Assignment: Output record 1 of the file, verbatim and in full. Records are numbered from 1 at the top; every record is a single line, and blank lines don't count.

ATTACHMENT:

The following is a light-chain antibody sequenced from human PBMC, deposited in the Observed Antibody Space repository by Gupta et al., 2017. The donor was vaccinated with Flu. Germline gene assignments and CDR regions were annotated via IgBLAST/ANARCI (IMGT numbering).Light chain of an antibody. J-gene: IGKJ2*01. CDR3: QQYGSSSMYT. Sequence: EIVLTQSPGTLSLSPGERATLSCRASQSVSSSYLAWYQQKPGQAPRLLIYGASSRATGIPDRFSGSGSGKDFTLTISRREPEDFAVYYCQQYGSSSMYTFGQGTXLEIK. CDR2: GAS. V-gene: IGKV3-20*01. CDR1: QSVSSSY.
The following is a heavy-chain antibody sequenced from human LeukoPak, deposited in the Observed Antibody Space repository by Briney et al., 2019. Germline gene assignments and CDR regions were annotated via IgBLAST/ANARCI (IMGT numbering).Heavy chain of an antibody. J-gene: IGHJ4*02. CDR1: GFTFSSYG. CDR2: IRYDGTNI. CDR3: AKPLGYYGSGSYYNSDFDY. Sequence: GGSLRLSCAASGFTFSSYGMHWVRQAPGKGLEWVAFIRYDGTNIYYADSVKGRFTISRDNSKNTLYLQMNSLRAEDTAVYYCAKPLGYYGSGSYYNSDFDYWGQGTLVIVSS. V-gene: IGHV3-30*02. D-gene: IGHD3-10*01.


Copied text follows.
The following is a light-chain antibody sequenced from human PBMC, deposited in the Observed Antibody Space repository by Gupta et al., 2017. The donor was vaccinated with Flu. Germline gene assignments and CDR regions were annotated via IgBLAST/ANARCI (IMGT numbering).Light chain of an antibody. J-gene: IGKJ2*01. CDR3: QQYGSSSMYT. Sequence: EIVLTQSPGTLSLSPGERATLSCRASQSVSSSYLAWYQQKPGQAPRLLIYGASSRATGIPDRFSGSGSGKDFTLTISRREPEDFAVYYCQQYGSSSMYTFGQGTXLEIK. CDR2: GAS. V-gene: IGKV3-20*01. CDR1: QSVSSSY.